We flew to Lijiang across over half of China. Looking through a somewhat clouded landscape at my Eastern Chinese airline window I could see that the flood plains were being left behind for hillier country. We were now entering Yunnan province, described by many as the most varied and the most enticing of all China.
Our destination was Lijiang, a town with a history going back over a thousand years and a former trade centre for both silk and tea. It’s often been described as the most beautiful place in China with its complex system of streets and waterways. Lijiang’s elegant architecture, its inimitable atmosphere, its melting pot of local ethnic groups has earnt it a UNESCO accolade on the world heritage list.
Lijiang is primarily the centre of Nakhi culture and preserves aspects of Chinese art which have vanished from so many other areas. Their wood-carving is second to none and I have never seen such elaborately finished windows. Nakhi people also preserve ancient Chinese music learnt from an influx of players from Nanjing, which I was very keen to hear. They also preserve a pictographic writing system somewhat similar to that of ancient Egyptian hieroglyphs.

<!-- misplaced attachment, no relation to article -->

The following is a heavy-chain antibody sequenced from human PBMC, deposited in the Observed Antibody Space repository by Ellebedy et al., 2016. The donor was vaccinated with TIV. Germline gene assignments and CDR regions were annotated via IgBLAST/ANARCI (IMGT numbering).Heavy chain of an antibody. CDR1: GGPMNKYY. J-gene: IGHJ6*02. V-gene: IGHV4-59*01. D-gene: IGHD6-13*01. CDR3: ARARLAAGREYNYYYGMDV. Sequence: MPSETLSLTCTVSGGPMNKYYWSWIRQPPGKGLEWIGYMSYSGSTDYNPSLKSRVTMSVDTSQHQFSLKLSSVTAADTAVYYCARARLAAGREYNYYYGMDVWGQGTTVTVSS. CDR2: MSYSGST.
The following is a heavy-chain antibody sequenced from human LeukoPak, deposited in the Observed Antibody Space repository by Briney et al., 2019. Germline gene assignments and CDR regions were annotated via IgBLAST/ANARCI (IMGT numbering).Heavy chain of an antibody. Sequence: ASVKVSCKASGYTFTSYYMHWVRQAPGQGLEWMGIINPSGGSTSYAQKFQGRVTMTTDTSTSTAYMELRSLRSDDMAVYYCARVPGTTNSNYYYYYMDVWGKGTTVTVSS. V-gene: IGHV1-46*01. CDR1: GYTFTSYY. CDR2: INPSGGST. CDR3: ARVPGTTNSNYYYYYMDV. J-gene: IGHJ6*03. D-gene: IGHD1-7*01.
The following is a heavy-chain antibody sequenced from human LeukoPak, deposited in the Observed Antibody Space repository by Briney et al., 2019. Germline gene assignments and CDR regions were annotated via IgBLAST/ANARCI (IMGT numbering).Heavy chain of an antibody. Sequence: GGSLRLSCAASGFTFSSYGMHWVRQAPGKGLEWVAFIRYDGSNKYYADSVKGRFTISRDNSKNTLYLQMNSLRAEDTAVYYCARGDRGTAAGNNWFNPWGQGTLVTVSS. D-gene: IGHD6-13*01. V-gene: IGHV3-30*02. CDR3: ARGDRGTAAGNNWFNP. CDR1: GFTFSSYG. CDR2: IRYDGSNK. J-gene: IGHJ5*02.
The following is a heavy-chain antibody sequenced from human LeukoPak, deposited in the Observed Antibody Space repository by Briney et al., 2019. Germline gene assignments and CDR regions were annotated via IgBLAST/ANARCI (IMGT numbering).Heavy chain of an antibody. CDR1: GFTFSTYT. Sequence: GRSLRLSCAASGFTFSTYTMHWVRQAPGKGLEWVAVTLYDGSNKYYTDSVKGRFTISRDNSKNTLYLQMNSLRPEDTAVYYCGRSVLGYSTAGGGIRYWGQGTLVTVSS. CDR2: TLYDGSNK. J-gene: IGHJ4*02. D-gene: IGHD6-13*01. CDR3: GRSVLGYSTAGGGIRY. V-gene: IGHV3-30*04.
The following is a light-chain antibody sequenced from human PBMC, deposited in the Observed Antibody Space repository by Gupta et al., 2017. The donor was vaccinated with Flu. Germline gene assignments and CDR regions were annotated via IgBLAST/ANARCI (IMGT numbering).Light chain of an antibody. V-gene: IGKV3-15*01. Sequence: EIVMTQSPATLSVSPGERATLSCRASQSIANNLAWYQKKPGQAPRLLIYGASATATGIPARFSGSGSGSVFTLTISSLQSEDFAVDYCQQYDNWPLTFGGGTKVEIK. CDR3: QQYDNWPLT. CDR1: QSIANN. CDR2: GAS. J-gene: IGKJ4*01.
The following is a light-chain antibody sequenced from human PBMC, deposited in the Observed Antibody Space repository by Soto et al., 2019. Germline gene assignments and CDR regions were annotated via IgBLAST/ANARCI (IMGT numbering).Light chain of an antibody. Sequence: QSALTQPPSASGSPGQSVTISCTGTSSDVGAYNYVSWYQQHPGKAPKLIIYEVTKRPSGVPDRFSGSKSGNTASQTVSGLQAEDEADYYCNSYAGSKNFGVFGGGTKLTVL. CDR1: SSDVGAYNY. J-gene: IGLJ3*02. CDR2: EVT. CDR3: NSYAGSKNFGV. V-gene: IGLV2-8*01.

Lijiang also has the reputed finest view in all China looking toward the famed Jade Dragon Mountain. It’s indeed a crossroad of different cultures and a transitional point towards Tibet.
We arrived in the evening and were only able to catch the town in the twilight. Enough was there to entice us to explore its wonders next morning. We could hardly sleep with anticipation.
As ever our hotel was atmospheric and our multi-plated supper superb.